I, like many film buffs, am eagerly anticipating Paul Thomas Anderson's new opus The Master, based on L. Ron Hubbard and the beginnings of Scientology. His oeuvre is one of the most exciting set of films by a contemporary director available even though it is only comprised of five features - Hard Eight, Boogie Nights, Magnolia, There Will Be Blood, and The Master - and a few shorts. One of the best aspects of this oeuvre is that Anderson has worked with the fine actor Philip Seymour Hoffman on four of them and that is one of the biggest reasons I am anticipating The Master. Hoffman has long been one of my favorite actors because he has always been able to make an impression on me even if his part was only a 2-minute scene as an obnoxious craps player (shaka-laka doo, shaka-laka dooby doo). I think about his performances well after leaving the theater or turning off the DVD and that is rare among contemporary actors. He is a guy who doesn't get glory roles, those meaty leading man roles that are offered to, frankly, lesser actors who may be prettier but certainly don't command the same presence. That is one of the worst things about Hollywood - face, not talent, sells. Nearly all of Hoffman's performances stand out and that is why he is one of the most exciting actors working today. That being said, I'm here to laud my five favorite performances that Philip Seymour Hoffman has committed to celluloid (or digital whatever).
5. Jacob Elinsky - 25th Hour
Hoffman's character Jacob Elinsky is an English teacher at a private school who hails from a privileged background. Not a ladies man, Elinsky has a crush on one of his oversexualized students, Mary D'Annunzio (played surprisingly well by Anna Paquin). PSH creates a memorable character because he successfully elicits the crisis of conscience a teacher must feel when they are attracted to one of their students. Matt Damon had a similar dilemma in Kenneth Lonergan's Margaret, also with Paquin (playing a slutty high school student has worked well for her). As Jacob and his friends have one last celebration for a friend before he goes to prison to serve time for dealing drugs, he oversteps his boundaries with Mary at a club and is left to wonder how this decision will affect his future as well as his social standing. And this dilemma we can feel though his pained facial expressions as he struggles with the decision he made. While mostly an ancillary character in the film, PSH makes sure that Jacob isn't just scenery.
4. Truman Capote - Capote
I thought about leaving this one off the list because it is his signature role. He won the Academy Award for Best Actor for this role and likely helped him land big budget, big pay gigs like Mission: Impossible III. And more power to him. However, it is so damned good, that I couldn't do it. PSH simply embodies Capote, channels him and that is what is most impressive about the performance. I am often skeptical of actors portraying real life people in films and winning awards for their performance (Jamie Foxx - I'm looking directly at you). Archives exist of their written words, film and video exists of them allowing actors to copy their speech patterns, mannerisms, tics and quirks rendering most performances as merely cheap imitations. PSH, like Cate Blanchett in Scorsese's The Aviator, transcends the mediocrity most biopic performances elicit (despite what the Academy voters think). Just watch any archival footage of Capote and then watch this performance and you'll understand how great it is. Like Daniel Day-Lewis' performance in Gangs of New York, I couldn't stop thinking about this one for weeks after seeing it. That rarely happens.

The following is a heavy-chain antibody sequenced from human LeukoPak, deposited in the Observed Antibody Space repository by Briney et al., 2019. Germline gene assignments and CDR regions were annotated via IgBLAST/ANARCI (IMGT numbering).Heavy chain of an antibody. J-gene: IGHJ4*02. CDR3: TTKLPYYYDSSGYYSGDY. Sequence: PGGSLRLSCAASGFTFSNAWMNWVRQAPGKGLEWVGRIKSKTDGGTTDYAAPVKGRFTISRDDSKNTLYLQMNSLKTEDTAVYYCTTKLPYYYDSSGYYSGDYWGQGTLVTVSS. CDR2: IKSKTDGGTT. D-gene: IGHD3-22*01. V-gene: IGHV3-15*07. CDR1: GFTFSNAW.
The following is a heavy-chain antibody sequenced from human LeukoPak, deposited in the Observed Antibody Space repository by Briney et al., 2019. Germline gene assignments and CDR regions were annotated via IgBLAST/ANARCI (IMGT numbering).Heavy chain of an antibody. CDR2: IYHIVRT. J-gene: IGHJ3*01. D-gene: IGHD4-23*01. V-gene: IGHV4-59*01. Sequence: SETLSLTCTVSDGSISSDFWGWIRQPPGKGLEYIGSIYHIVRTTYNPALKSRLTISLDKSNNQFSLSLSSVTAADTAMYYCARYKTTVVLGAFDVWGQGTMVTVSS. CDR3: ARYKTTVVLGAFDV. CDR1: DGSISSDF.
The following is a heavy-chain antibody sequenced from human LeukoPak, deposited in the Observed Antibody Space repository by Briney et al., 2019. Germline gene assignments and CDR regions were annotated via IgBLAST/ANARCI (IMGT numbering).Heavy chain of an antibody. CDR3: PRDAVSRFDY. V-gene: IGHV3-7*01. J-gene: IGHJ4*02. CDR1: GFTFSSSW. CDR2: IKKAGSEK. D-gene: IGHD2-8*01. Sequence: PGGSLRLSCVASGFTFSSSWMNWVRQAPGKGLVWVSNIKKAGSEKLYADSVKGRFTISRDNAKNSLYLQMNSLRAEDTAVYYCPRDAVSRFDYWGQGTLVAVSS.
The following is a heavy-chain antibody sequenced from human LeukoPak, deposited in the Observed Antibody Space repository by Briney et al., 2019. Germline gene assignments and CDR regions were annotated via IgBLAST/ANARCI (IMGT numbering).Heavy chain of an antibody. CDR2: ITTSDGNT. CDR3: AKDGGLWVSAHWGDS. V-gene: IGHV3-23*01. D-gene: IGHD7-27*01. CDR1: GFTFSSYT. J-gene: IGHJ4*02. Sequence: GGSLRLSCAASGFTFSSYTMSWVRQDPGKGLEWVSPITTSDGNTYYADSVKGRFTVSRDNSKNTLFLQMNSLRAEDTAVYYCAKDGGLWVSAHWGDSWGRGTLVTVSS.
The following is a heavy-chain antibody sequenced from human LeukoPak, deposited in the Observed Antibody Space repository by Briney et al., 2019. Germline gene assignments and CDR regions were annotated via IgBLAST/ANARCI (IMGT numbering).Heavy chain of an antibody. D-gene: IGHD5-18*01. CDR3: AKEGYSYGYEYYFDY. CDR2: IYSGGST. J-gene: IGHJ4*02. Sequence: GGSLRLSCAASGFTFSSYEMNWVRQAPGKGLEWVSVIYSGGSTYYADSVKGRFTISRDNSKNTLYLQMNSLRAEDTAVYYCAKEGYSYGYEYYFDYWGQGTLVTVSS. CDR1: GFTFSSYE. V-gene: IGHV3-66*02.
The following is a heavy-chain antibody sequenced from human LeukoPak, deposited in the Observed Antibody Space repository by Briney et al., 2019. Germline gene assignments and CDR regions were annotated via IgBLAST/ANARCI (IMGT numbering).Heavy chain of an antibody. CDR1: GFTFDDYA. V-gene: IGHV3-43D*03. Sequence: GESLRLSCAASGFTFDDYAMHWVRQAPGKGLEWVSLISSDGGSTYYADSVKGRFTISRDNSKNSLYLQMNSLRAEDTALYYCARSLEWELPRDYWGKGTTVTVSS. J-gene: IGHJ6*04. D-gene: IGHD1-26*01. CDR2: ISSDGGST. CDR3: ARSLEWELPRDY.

3. Wilson Joel - Love, Liza
In a role written by his brother Gordy (who won the Waldo Salt Screenwriting Award at Sundance for the film), PSH really shines in his first leading role. The story follows Wilson as he tries to cope with his wife's suicide. She left him a suicide note that he can't bring himself to read, despite urges from her mother (played by Kathy Bates). Along this journey, Wilson trades his addiction for huffing gas for flying model airplanes and through this new hobby as well as the urging of his brother-in-law (played by Jack Kehler, who played The Dude's landlord/an interpretive dancer in The Big Lebowski). This role is like so many of PSH's - that of the guy who can't win. He, John C. Reilly, Paul Giamatti and William H. Macy all seem to have occupied this particular niche. That said, they all turn out incredible performances on the regular, so that's good for us as viewers. PSH's nuanced interpretation of his brothers words really launched him into the upper echelon of actors working today for me. I eagerly anticipate each of his roles largely because of this performance.